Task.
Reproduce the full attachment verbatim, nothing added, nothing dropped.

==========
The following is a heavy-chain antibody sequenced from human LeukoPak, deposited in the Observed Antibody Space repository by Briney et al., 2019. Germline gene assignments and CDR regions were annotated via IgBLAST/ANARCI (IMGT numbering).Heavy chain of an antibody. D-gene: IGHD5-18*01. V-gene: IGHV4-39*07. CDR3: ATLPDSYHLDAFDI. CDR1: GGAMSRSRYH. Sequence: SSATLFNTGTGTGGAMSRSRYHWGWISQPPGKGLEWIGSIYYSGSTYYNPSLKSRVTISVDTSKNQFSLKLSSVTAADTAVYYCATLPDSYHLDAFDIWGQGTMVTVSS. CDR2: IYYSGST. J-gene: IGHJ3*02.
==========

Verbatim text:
The following is a heavy-chain antibody sequenced from human LeukoPak, deposited in the Observed Antibody Space repository by Briney et al., 2019. Germline gene assignments and CDR regions were annotated via IgBLAST/ANARCI (IMGT numbering).Heavy chain of an antibody. D-gene: IGHD5-18*01. V-gene: IGHV4-39*07. CDR3: ATLPDSYHLDAFDI. CDR1: GGAMSRSRYH. Sequence: SSATLFNTGTGTGGAMSRSRYHWGWISQPPGKGLEWIGSIYYSGSTYYNPSLKSRVTISVDTSKNQFSLKLSSVTAADTAVYYCATLPDSYHLDAFDIWGQGTMVTVSS. CDR2: IYYSGST. J-gene: IGHJ3*02.